Coming off a disappointing loss to the English in the first Ashes Test, the last thing the Aussie test side needed was a week or more to sit around and contemplate what went wrong.
The best thing that could have happened to the beaten side is to focus on the second Test and get back to what they do best, winning test matches.
Luckily for the Aussies, the second Test match starts tomorrow (Thursday) which has not given them a whole lot of time to over think their plans for the rest of the series.
Simply put, to win the second Test, the Aussies need to bat better, bowl tighter and take their catches.
Sounds simple, but unfortunately Australia let themselves down in the first test. Realistically, the touring side only won two sessions, although if you were being tough it’s fair to suggest the Aussies only won the opening session of the test.
Brad Haddin’s dropped catch of the in-form Joe Root ended up costing the side 134 runs and handed England the momentum.
At the time, the home side were 3-43 and looking far below their best. If Root had been dismissed, England would have been 4-43 and in real trouble.
Despite England’s first inning total of 430 being impressive, it was far from a definite match winning score.
Australia simply did not bat well on a pitch that wasn't exactly full of demons.
Each of the top six batsmen got starts, but unfortunately only Chris Rogers could convert into anything close to a meaningful score of 95.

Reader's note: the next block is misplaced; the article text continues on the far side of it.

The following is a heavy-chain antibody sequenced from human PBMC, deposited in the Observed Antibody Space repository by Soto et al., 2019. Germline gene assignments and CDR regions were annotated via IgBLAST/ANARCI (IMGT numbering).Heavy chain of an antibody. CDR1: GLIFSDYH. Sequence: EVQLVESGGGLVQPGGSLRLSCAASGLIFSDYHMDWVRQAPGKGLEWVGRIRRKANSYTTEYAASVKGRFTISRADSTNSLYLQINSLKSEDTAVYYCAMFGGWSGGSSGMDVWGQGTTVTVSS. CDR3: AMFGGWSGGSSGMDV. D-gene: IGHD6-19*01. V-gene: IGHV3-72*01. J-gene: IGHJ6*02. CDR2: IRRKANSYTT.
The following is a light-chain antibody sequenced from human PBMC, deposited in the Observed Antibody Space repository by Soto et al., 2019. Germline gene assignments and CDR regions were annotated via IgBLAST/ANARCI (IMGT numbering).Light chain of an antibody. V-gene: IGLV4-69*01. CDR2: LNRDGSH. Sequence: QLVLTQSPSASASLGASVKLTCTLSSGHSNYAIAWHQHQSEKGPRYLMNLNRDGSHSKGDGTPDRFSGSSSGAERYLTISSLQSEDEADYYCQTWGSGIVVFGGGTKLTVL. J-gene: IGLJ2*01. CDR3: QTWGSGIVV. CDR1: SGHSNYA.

Steve Smith looked in brilliant touch before playing a lazy shot and falling to Moeen Ali. Each of Voges, Clark and Watson looked well on track to post at least fifties, before falling in disappointing fashion.
Scoring 308 on a pitch that should have seen them equal England’s ability to pass 400, meant they were always going to be well behind in the game.
In the second innings, Mitchell Starc, despite suffering a potentially serious ankle injury, bowled extremely well, as did Nathan Lyon.
Although the target of 412 looked imposing, and would have seen an Ashes record set if it has been reached, the Aussies were never a shot.
Despite an incredible innings from Mitchell Johnson (77) and 52 from Dave Warner, at no stage did the Aussies ever look like they would score anywhere near the required 412 runs for victory.
England bowled very well but the Aussies offered no fight as they went down by 169 runs. If not for Johnson’s late heroics, the win could have been 200+.
Australia’s batsman fell short of expectation, while the bowlers definitely earned a passing grade.
In terms of changes, I think all-rounder Mitch Marsh coming in for Watson is a good decision. Marsh’s ability to produce 15-20 overs an inning will come in handy, especially if Starc comes into the Test under an injury cloud.
Shane Watson simply isn’t able to bowl enough to justify his selection. His batting technique has been found out. As soon as England get a ball to straighten, Watson is over the shop and unable to adjust.
If Starc is injured and unable to bowl, one of either Siddle or Cummins will come into the side. Despite rumours of a green top pitch, I would not risk not playing a spinner, especially with Mitch Marsh able to bowl at a decent pace.
The precious, little urn is far from lost, but Australia need to perform at a much higher level if they are to wrestle back momentum in English conditions.
If they bowl well, convert those 30s into 60s or 70s, or even more, and if they take their opportunities, there is no reason why Australia can’t level up the series over the upcoming five days.